Hi, I’m Maeve Marsden and you’re listening to Queerstories. Today’s story is by Liv Hewson, an incredible actor who is, quite frankly, killing it. You may have seen them in the wonderful SBS web series Homecoming Queens or in Santa Clarita Diet on Netflix with Drew Barrymore, in drama world, On Top of the Lake, or feature film Bomb Shell, with Margot Robbie, Charlize Theron, and Nicole Kidman.
Liv splits their time between Los Angeles and Canberra, so although I’ve wanted them to share a story at Queerstories for ages, it took a little pandemic for me to finally be able to count on them being in Australia for an event. Liv performed this story at Queerstories Comes Back Out at the Sydney Opera House in November 2020 as part of Antidote Festival. You can listen to that whole event, as well as other panels and talks from the festival on the Sydney Opera House website.
I don’t like talking about myself that much. It’s hard for me open up in an honest way. It’ll usually happen when I’m drunk or overwhelmed by something else in, like, this sort of spiky wave of overshare that cuts through the vibe of the room. I’m always embarrassed to have done it, and then the next day is a cold shoulder in the face of my need to be reassured that that was fine, that that was a good idea, that I’m safe to speak about what’s happened to me. So, I’m sure you can imagine that deciding what to talk about today has been difficult.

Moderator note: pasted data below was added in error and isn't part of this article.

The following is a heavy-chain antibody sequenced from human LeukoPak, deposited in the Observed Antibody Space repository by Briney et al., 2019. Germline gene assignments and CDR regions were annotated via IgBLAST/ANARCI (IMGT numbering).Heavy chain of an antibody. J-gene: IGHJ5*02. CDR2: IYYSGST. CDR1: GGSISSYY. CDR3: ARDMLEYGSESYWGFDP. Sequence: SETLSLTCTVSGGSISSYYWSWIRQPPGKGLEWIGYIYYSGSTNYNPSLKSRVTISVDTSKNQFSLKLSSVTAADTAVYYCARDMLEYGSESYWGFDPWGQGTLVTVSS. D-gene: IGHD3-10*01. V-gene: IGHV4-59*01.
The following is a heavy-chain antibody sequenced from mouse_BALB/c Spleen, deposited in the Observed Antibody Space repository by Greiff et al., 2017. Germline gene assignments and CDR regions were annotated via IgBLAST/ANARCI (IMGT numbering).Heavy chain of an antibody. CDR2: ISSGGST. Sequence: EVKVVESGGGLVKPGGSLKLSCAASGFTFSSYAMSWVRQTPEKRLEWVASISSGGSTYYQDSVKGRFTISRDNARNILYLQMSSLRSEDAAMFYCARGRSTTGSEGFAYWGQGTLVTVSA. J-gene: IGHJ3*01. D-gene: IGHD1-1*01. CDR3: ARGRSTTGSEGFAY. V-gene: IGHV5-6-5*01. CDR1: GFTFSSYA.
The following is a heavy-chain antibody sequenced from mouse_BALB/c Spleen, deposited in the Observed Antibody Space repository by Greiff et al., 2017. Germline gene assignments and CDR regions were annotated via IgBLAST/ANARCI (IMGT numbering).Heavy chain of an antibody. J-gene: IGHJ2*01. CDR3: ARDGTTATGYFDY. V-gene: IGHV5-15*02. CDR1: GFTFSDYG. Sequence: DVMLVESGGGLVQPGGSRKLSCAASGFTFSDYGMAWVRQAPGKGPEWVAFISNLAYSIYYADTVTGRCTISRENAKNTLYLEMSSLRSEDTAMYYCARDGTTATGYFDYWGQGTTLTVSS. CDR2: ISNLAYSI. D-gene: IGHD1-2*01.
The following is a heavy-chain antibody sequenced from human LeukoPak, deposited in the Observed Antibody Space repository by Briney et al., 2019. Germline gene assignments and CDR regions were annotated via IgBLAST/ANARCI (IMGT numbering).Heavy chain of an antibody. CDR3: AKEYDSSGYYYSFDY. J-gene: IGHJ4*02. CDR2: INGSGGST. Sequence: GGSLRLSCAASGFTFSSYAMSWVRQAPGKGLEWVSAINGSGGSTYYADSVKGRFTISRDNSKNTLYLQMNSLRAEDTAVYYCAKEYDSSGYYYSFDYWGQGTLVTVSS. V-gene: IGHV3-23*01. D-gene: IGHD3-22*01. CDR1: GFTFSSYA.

I said to a friend, “I’m trying to do it gracefully,” and he told me that I didn’t need to be graceful, that I am, in fact, not graceful most of the time. He’s right. It’s a losing game to play with yourself: How can I talk about this without anyone knowing anything about me by the end? How can I build myself a house out of this story to lock myself inside? How can I do this gracefully? I can’t.
It’s my birthday today.
(AUDIENCE WHOOPS AND CHEERS)
Thank you. I’m 25.
AUDIENCE MEMBER: Rad!
LIV: Thank you. I never expected to be 25.